“These results could help to better understand certain aspects of infertility and improve the results of assisted reproduction,” said Dusko Ilic of King’s College London.
A group of scientists created “embryonic structures” next to an embryo in its infancy, from mouse stem cells, without resorting to fertilization, according to the scientific journal Nature published on Wednesday.
The researchers, who developed “for the first time” in vitro these structures similar to natural embryos at their origin, hope that this work will help understand how the placenta is formed and how the embryo is implanted in the lining of the uterus.[wp_ad_camp_3]
When they are transferred in utero, the cell spheres, obtained from two types of rodent stem cell, activate adaptation mechanisms similar to those observed during implantation in the uterine wall.
Although these early embryonic structures did not evolve to the state of mature embryos, they served as a model to study the development of the embryo at its inception, a stage still little known.
A few days after fertilization, the mammalian ovule normally develops in a blastocyst, which corresponds to the embryo in the early stages of its development. It is then a spherical structure composed of a layer of external cells (the future placenta) that surrounds a cavity filled with fluid that contains a mass of embryonic cells.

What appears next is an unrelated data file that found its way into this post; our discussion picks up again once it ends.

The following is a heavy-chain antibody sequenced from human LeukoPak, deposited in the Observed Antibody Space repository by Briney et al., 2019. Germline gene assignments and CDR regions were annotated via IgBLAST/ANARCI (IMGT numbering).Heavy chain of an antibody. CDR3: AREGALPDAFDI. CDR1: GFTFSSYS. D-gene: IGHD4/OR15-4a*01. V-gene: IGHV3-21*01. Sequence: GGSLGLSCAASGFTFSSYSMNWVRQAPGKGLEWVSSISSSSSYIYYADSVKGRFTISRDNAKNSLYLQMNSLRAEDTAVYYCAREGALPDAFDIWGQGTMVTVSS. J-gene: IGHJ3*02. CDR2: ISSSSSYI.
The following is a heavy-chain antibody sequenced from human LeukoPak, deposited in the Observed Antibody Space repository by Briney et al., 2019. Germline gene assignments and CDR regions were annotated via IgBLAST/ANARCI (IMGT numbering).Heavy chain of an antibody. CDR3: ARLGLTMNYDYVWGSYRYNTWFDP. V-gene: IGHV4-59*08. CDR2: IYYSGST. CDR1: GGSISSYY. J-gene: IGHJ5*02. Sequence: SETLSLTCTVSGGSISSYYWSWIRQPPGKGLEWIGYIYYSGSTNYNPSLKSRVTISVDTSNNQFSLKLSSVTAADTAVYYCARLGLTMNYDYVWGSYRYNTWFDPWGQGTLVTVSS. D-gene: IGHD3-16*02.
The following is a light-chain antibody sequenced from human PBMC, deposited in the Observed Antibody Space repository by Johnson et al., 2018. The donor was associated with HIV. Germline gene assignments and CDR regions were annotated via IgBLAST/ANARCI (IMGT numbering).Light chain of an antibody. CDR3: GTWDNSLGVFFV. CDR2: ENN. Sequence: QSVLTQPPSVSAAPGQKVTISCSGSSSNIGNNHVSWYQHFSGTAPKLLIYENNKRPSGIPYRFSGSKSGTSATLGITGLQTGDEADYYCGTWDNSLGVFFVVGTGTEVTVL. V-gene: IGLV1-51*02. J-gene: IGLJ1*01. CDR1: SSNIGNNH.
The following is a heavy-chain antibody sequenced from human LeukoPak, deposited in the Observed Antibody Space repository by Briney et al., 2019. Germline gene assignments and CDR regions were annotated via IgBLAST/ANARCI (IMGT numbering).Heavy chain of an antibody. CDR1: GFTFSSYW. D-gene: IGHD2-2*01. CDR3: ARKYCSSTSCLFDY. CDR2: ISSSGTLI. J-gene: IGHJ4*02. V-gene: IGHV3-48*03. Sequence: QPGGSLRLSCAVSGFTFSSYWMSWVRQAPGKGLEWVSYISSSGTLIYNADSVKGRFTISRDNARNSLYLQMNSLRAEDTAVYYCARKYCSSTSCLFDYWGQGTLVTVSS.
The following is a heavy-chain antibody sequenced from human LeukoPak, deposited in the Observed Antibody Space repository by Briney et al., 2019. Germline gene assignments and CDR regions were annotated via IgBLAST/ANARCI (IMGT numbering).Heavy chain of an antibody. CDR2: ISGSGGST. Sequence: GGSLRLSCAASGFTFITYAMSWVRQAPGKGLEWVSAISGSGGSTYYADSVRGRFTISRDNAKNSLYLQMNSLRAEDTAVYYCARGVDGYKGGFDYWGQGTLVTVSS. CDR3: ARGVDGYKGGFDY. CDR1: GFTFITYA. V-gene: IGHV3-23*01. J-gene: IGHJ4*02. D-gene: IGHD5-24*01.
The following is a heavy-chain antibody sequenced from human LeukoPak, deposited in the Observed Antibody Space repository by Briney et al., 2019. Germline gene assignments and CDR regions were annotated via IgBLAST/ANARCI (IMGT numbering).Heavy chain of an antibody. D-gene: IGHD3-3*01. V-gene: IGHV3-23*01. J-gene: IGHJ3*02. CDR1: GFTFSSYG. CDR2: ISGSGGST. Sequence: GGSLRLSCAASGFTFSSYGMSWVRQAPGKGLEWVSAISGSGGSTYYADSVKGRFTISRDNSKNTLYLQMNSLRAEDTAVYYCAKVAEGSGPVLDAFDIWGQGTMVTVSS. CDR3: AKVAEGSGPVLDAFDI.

“It is the first time that scientists have been able to clarify the molecular mechanisms of implantation (in the uterus) and these results could help to better understand certain aspects of infertility and improve the results of assisted reproduction,” Dr. Dusko Ilic estimates. of King’s College London.
The failure of the development of the embryo would be due to the absence of a third type of cells “that has an essential role in the structuring of the embryo (…) and that is poorly produced by embryonic stem cells,” says another specialist, the Professor Robin Lovell-Badge, according to the Science Media Center (SMC).
Obtaining comparable results with human cells “remains a great challenge” for researchers who would like to create human embryos in this way, according to Dr. Harry Leith of the MRC London Institute of Medical Sciences.